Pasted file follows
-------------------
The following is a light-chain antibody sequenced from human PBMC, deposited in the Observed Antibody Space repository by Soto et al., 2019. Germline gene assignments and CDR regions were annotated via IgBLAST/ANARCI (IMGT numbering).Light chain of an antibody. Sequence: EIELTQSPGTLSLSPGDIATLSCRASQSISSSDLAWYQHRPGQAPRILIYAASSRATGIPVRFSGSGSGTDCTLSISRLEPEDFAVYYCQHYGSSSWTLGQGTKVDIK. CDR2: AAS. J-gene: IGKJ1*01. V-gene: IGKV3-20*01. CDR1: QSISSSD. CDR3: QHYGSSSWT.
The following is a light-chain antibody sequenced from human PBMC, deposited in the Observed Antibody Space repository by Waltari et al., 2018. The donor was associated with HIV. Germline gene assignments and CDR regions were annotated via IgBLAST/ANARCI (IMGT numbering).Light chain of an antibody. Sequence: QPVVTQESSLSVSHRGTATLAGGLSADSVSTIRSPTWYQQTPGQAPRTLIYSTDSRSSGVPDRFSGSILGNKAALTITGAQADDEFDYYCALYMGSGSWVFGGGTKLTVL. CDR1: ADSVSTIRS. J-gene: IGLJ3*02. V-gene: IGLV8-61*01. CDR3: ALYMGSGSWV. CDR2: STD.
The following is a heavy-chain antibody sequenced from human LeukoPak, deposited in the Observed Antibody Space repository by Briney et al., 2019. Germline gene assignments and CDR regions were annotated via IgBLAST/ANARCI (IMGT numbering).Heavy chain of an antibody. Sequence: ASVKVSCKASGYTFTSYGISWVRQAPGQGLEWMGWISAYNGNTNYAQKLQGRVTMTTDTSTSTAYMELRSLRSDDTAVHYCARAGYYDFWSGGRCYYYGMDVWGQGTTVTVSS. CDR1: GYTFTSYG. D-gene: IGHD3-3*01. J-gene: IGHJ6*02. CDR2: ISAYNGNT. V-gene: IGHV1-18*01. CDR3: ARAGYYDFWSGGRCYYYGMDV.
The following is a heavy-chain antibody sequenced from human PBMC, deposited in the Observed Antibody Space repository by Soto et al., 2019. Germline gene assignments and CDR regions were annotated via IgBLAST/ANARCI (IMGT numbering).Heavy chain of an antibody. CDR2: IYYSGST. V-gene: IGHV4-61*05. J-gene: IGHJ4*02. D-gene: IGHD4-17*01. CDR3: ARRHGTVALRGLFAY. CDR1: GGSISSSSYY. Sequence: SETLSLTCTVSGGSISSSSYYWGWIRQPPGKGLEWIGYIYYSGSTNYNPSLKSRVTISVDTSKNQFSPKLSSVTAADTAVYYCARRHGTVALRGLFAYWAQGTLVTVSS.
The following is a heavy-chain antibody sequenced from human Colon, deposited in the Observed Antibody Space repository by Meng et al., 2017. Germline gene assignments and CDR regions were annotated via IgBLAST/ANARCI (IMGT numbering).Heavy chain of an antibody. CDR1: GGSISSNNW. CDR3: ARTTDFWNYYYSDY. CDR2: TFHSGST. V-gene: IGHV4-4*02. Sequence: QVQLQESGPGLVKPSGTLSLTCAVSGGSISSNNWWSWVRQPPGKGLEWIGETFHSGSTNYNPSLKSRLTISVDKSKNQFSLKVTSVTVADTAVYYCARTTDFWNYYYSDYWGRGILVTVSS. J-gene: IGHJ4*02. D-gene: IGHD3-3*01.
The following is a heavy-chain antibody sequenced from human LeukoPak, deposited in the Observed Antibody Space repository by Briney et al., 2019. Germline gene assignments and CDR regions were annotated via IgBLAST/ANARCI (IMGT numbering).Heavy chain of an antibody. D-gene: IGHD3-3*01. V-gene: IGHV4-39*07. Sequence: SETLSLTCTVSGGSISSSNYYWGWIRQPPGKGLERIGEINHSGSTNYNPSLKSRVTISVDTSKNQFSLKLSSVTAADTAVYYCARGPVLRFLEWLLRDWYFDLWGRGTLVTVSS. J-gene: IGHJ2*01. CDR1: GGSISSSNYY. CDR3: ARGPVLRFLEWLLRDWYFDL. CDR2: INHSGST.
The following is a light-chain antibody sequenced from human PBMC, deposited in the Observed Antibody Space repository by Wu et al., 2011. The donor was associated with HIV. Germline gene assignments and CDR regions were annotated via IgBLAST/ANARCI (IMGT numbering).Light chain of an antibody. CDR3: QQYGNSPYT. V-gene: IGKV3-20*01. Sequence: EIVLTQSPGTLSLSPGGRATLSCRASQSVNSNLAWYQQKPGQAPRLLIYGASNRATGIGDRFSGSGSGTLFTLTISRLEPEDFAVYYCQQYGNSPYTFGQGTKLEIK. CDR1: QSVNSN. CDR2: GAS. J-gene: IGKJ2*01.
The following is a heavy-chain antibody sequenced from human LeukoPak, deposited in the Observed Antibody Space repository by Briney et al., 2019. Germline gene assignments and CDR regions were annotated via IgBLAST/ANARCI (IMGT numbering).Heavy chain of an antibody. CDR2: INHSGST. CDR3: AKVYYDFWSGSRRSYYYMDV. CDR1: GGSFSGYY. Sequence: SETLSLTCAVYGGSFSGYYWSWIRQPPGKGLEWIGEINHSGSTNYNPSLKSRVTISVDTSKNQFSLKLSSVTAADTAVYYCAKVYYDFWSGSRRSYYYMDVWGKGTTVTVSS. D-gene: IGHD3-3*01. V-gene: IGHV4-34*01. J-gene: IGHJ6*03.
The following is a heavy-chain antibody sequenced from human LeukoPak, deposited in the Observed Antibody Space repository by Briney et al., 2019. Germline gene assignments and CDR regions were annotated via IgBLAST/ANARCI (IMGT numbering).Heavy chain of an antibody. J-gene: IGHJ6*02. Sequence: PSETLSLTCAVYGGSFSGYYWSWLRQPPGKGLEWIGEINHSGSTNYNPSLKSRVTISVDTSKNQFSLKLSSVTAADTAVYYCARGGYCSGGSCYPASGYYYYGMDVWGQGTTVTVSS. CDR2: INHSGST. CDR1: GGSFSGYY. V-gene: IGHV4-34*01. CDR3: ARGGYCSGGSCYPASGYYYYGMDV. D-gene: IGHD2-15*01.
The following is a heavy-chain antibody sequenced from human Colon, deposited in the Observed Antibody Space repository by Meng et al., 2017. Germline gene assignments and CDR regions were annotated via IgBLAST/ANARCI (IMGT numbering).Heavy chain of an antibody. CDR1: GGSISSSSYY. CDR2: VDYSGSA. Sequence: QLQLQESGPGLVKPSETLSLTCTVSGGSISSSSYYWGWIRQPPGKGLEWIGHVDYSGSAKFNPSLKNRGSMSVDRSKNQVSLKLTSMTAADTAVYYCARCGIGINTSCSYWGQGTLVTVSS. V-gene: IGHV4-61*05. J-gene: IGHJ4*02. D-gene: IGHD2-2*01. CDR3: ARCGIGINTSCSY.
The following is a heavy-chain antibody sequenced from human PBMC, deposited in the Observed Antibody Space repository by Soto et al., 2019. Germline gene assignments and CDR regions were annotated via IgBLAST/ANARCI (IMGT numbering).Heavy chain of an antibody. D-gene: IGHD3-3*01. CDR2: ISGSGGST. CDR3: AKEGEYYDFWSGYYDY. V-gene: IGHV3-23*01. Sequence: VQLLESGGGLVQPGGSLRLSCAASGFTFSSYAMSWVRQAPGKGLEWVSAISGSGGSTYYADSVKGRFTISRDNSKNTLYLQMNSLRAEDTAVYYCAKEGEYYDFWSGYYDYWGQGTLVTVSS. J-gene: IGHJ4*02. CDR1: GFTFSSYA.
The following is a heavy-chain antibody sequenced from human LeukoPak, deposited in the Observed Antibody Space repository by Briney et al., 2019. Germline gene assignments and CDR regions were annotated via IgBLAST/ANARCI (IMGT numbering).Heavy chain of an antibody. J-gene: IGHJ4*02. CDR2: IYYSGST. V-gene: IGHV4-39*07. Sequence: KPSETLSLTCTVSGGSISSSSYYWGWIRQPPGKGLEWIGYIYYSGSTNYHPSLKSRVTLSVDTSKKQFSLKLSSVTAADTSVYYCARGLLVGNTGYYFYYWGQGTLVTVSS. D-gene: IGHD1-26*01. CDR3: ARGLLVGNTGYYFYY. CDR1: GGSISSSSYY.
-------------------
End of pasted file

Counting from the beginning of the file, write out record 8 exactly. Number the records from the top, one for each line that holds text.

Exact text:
The following is a heavy-chain antibody sequenced from human LeukoPak, deposited in the Observed Antibody Space repository by Briney et al., 2019. Germline gene assignments and CDR regions were annotated via IgBLAST/ANARCI (IMGT numbering).Heavy chain of an antibody. CDR2: INHSGST. CDR3: AKVYYDFWSGSRRSYYYMDV. CDR1: GGSFSGYY. Sequence: SETLSLTCAVYGGSFSGYYWSWIRQPPGKGLEWIGEINHSGSTNYNPSLKSRVTISVDTSKNQFSLKLSSVTAADTAVYYCAKVYYDFWSGSRRSYYYMDVWGKGTTVTVSS. D-gene: IGHD3-3*01. V-gene: IGHV4-34*01. J-gene: IGHJ6*03.